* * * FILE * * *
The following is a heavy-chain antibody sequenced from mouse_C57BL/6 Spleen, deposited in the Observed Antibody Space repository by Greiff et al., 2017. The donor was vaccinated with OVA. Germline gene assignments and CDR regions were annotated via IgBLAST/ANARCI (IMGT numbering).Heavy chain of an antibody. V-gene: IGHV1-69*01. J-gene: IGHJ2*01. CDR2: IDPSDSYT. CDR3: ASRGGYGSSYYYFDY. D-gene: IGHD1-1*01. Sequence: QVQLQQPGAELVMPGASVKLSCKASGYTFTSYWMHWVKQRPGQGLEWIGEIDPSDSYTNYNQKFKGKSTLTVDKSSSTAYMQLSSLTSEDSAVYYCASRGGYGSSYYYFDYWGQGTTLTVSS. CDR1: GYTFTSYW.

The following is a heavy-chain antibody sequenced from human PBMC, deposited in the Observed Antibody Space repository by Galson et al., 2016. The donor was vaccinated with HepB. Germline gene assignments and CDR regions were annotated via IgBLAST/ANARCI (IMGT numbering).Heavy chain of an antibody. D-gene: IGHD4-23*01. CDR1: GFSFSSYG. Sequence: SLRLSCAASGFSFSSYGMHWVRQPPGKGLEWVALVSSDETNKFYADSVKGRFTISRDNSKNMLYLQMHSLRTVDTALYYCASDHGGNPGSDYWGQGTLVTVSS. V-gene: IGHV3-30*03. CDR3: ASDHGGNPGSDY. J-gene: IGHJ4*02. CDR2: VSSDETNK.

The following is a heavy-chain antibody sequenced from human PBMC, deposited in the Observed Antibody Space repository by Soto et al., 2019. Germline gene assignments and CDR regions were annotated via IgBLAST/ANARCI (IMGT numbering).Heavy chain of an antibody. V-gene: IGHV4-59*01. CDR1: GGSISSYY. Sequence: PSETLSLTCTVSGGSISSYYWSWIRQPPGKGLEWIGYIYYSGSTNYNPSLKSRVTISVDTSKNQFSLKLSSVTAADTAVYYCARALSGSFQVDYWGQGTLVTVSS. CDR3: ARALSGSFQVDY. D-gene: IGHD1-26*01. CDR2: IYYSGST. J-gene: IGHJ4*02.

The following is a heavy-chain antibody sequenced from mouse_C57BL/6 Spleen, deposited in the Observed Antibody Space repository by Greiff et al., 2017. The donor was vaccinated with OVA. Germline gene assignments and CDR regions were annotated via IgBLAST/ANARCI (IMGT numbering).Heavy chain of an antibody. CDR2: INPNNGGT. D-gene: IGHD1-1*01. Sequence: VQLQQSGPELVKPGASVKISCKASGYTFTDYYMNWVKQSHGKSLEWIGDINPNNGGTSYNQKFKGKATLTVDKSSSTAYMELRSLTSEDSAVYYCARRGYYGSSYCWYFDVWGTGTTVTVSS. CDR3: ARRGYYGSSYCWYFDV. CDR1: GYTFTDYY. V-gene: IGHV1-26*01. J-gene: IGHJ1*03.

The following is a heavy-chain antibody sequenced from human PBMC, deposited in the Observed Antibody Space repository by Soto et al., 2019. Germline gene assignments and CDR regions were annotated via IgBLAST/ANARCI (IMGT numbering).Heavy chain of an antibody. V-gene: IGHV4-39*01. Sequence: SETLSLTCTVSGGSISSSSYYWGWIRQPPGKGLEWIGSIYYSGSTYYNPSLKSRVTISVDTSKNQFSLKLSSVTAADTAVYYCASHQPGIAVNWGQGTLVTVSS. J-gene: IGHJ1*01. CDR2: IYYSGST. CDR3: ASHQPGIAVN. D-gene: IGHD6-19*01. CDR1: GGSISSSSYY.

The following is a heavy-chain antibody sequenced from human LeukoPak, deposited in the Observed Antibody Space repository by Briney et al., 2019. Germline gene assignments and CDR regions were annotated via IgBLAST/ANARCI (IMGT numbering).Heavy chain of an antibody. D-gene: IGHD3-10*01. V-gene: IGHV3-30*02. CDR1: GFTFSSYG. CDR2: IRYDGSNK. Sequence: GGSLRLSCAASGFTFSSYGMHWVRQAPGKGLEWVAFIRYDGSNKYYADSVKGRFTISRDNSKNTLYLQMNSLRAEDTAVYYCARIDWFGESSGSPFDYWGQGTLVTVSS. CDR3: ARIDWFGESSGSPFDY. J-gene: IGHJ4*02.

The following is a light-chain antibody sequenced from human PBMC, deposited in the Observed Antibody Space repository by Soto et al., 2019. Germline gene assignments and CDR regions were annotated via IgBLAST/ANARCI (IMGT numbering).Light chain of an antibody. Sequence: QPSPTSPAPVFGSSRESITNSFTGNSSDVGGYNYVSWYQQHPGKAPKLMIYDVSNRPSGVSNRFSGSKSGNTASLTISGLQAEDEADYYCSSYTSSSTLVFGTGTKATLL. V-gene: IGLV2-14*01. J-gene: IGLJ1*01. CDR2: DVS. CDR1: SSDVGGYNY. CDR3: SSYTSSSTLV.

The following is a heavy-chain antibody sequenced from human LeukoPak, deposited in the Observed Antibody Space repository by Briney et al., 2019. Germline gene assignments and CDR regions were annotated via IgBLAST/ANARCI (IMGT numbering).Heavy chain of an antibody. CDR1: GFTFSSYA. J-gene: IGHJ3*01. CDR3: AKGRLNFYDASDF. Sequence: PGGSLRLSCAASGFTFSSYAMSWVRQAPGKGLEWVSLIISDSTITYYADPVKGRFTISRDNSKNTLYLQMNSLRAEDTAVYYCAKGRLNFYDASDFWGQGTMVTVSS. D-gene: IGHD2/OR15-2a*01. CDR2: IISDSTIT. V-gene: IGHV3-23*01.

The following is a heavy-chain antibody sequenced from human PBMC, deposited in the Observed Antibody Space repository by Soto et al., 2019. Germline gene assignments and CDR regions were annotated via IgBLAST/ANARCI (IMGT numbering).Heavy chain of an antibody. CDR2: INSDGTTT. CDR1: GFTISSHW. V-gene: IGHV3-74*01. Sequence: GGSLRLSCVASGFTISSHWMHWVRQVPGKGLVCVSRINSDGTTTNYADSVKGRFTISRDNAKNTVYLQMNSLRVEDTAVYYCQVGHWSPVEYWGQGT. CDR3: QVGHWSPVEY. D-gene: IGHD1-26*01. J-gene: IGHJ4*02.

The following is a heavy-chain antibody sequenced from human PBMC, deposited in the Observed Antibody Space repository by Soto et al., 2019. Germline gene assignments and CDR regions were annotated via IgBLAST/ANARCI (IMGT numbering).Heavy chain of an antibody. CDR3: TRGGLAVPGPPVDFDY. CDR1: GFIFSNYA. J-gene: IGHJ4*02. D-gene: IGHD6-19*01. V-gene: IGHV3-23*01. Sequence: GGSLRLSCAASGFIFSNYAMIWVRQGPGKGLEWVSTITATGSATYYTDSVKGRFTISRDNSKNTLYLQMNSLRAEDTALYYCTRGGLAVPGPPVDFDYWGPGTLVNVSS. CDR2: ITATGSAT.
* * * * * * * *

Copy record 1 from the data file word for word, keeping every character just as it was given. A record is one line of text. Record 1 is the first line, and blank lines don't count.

The following is a heavy-chain antibody sequenced from mouse_C57BL/6 Spleen, deposited in the Observed Antibody Space repository by Greiff et al., 2017. The donor was vaccinated with OVA. Germline gene assignments and CDR regions were annotated via IgBLAST/ANARCI (IMGT numbering).Heavy chain of an antibody. V-gene: IGHV1-69*01. J-gene: IGHJ2*01. CDR2: IDPSDSYT. CDR3: ASRGGYGSSYYYFDY. D-gene: IGHD1-1*01. Sequence: QVQLQQPGAELVMPGASVKLSCKASGYTFTSYWMHWVKQRPGQGLEWIGEIDPSDSYTNYNQKFKGKSTLTVDKSSSTAYMQLSSLTSEDSAVYYCASRGGYGSSYYYFDYWGQGTTLTVSS. CDR1: GYTFTSYW.